3 Big Ideas from a Visionary Architect WIRED

3 Big Ideas from a Visionary Architect

A Kazakh bus stop.

Bjarke Ingels is an architect who isnt afraid to think weird. When a competition solicited ideas for what to do with a huge trash-munching power plant soon to be built in his native Copenhagen, Ingels studio, BIG, submitted the sort of idea youd expect from a precocious first-grader: They suggested turning it into an massive artificial ski slope. To the firms surprise, the proposal won, and by 2017 or so when the projects complete, it will no longer seem odd to spend a day skiing on a mountain of trash.

To Ingels, this is architecture at its most excitingwhen it brings the world we live in a little bit closer to the world of our dreams. Yesterday, at the morning session of the WIRED by Design conference, the architect broke down some of the big ideas that inform these sort of radical designs.

Bjarke Ingels. Ben Rasmussen/WIRED

Information-Driven Decisions

For BIG, no decision is arbitrary. Every project starts with a rigorous research process. We learn everything we can before we start thinking about our intervention, Ingels explains. In some cases, that means research on sites and materials. In other cases, the data can be playfully incorporated into the design itself.

When Ingels was tapped by his high school math teacher to create a handball court for the architects former school, BIG had two choices for where to put it: on the soccer field or in the courtyard. The firm chose a third option: underneath the courtyard. Ultimately, they used a bit of data to shape the design. The ceiling of the subterranean gym took its form from a mathematical equation for a ballistic object rising and falling. In other words, the roof of the handball gym is the exact arc of a handball thrown through the air.

Open-Source Design

Since architecture is made for people to live with and enjoy, Ingels firm often looks to include regular people in the design process. His work on a park in Copenhagens most diverse neighborhood offers a perfect example. Instead of trying to come up with some sort of aesthetic compromise for the public space, his team came up with a design that actively reflected the diverse community.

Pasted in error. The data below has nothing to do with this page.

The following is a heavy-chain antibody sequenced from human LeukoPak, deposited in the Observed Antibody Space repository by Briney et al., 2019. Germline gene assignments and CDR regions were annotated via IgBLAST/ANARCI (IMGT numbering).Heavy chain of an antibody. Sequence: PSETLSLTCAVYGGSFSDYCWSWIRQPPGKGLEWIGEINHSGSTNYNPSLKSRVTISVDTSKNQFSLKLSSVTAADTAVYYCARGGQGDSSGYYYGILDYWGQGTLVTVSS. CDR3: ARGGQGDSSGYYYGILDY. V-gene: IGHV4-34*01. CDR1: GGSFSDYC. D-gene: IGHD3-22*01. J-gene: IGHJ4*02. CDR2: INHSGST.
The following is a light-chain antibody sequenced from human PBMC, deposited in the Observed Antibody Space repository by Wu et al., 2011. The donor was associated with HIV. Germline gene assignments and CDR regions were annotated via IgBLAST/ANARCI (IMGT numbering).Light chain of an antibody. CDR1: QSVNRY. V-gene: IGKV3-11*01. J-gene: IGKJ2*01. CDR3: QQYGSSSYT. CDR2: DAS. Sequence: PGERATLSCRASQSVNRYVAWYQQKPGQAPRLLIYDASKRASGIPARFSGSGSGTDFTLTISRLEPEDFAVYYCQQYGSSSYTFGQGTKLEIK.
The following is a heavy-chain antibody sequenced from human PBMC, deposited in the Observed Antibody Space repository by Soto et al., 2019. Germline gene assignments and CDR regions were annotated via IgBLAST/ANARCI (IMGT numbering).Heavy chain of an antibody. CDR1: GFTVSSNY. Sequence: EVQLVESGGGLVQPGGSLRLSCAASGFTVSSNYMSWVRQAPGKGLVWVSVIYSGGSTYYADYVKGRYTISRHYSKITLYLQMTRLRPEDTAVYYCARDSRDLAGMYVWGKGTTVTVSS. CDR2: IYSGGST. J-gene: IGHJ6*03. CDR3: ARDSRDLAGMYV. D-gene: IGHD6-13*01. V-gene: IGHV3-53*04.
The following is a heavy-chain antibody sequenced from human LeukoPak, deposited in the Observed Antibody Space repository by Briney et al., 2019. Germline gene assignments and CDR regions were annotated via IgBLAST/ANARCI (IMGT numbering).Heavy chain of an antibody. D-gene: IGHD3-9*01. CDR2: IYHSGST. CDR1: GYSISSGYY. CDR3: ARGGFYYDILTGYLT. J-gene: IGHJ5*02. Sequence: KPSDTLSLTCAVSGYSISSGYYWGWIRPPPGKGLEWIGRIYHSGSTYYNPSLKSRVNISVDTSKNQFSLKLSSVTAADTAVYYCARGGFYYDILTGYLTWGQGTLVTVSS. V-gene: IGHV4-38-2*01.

An s-curve bench from Mexico City in BIGs Superkilen park. BIG

BIG asked people from the neighborhood for their favorite public objects from their native countries. Then, the firm imported them wholesale into the design. The result is a park with a Jamaican boombox, a Finnish bike rack, and a Kazakh bus stopone thats so much cooler than a standard Danish stop, Ingels points out. Theres an S-curve bench from Mexico City that lets the two people sitting in it look each other in the eyeright next to a circular Belgian bench that forces everyone to look away from each other. Visitors can use a smartphone app to learn the story behind each object.

Finding Beauty in Brutal Necessity

BIGs currently in the middle of perhaps its most ambitious project yet: storm-proofing Manhattan against future catastrophes like Hurricane Sandy. By tackling the project neighborhood by neighborhood, the aim is to create protective infrastructure that doubles as useful public space.

The effort combines the data-driven and community-centric approaches of the two previous projects. In some areas on Manhattans East side where only four feet of protection are needed to hold back waters anticipated for a fifty year flood, undulating, riverfront benches could serve as a functional dam. In other areas that could see more intense tides, covered storefronts could convert quickly into massive flood proof walls.

BIGs proposal for Manhattan includes a museum with a rad half-underwater observation room. BIG

BIG worked closely with the various New York City neighborhoods involved to figure out which sort of structures were most attractive to them specifically. Ingels jokingly refers to the approach as a lovechild of Robert Moses and Jane Jacobs. Its unglamorous but necessary infrastructure that respects and, ideally, enriches the community its to be located in. The plan recently received over 300 million in federal grant money.

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Recently, BIGs been trying to work out one nagging detail of its trash mountain ski slope plan. Instead of having a chimney belching smoke, they wanted one that playfully puffed out a gigantic steam ring at regular intervals. It proved a tough engineering challengeit turns out no one really specializes in industrial-size smoke rings. A handful of early tests were total failures. But Ingels closed his talk with a short clip of the most recent trial, conducted in August. It shows a massive chimney. Then, theres a blast like a cannon and a cloud of fog. At first it seems like a failure. Then, you hear someone cheering as you see a thick ring of smoke sail upwards into a clear blue Copenhagen sky.

Stayed tuned for more highlights from WIRED by Design.


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